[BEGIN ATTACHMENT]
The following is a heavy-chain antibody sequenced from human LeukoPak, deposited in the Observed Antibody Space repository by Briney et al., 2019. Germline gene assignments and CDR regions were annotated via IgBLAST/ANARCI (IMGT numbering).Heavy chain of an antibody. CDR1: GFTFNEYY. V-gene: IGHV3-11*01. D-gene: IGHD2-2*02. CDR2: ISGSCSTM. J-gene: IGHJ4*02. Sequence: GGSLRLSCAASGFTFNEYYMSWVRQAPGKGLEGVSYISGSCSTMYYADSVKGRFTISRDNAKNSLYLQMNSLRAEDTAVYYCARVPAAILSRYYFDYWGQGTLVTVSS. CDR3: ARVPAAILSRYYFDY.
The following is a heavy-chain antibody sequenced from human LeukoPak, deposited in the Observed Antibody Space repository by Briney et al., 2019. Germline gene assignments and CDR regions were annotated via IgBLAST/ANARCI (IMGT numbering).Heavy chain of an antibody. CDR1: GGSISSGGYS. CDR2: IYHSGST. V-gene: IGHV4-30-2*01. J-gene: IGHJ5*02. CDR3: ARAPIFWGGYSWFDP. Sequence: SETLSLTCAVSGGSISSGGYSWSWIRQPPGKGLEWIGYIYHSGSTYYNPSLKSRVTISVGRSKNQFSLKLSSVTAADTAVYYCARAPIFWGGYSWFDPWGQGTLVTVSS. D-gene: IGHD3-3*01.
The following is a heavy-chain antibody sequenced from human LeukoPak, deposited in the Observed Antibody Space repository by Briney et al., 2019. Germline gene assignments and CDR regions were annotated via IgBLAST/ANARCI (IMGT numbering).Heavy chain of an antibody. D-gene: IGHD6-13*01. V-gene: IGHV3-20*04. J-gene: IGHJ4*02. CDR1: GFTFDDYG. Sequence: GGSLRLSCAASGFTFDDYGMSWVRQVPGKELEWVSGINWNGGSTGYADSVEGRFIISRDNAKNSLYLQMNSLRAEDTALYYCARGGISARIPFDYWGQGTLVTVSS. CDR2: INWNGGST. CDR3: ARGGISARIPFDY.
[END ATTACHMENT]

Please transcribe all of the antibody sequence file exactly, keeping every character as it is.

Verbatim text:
The following is a heavy-chain antibody sequenced from human LeukoPak, deposited in the Observed Antibody Space repository by Briney et al., 2019. Germline gene assignments and CDR regions were annotated via IgBLAST/ANARCI (IMGT numbering).Heavy chain of an antibody. CDR1: GFTFNEYY. V-gene: IGHV3-11*01. D-gene: IGHD2-2*02. CDR2: ISGSCSTM. J-gene: IGHJ4*02. Sequence: GGSLRLSCAASGFTFNEYYMSWVRQAPGKGLEGVSYISGSCSTMYYADSVKGRFTISRDNAKNSLYLQMNSLRAEDTAVYYCARVPAAILSRYYFDYWGQGTLVTVSS. CDR3: ARVPAAILSRYYFDY.
The following is a heavy-chain antibody sequenced from human LeukoPak, deposited in the Observed Antibody Space repository by Briney et al., 2019. Germline gene assignments and CDR regions were annotated via IgBLAST/ANARCI (IMGT numbering).Heavy chain of an antibody. CDR1: GGSISSGGYS. CDR2: IYHSGST. V-gene: IGHV4-30-2*01. J-gene: IGHJ5*02. CDR3: ARAPIFWGGYSWFDP. Sequence: SETLSLTCAVSGGSISSGGYSWSWIRQPPGKGLEWIGYIYHSGSTYYNPSLKSRVTISVGRSKNQFSLKLSSVTAADTAVYYCARAPIFWGGYSWFDPWGQGTLVTVSS. D-gene: IGHD3-3*01.
The following is a heavy-chain antibody sequenced from human LeukoPak, deposited in the Observed Antibody Space repository by Briney et al., 2019. Germline gene assignments and CDR regions were annotated via IgBLAST/ANARCI (IMGT numbering).Heavy chain of an antibody. D-gene: IGHD6-13*01. V-gene: IGHV3-20*04. J-gene: IGHJ4*02. CDR1: GFTFDDYG. Sequence: GGSLRLSCAASGFTFDDYGMSWVRQVPGKELEWVSGINWNGGSTGYADSVEGRFIISRDNAKNSLYLQMNSLRAEDTALYYCARGGISARIPFDYWGQGTLVTVSS. CDR2: INWNGGST. CDR3: ARGGISARIPFDY.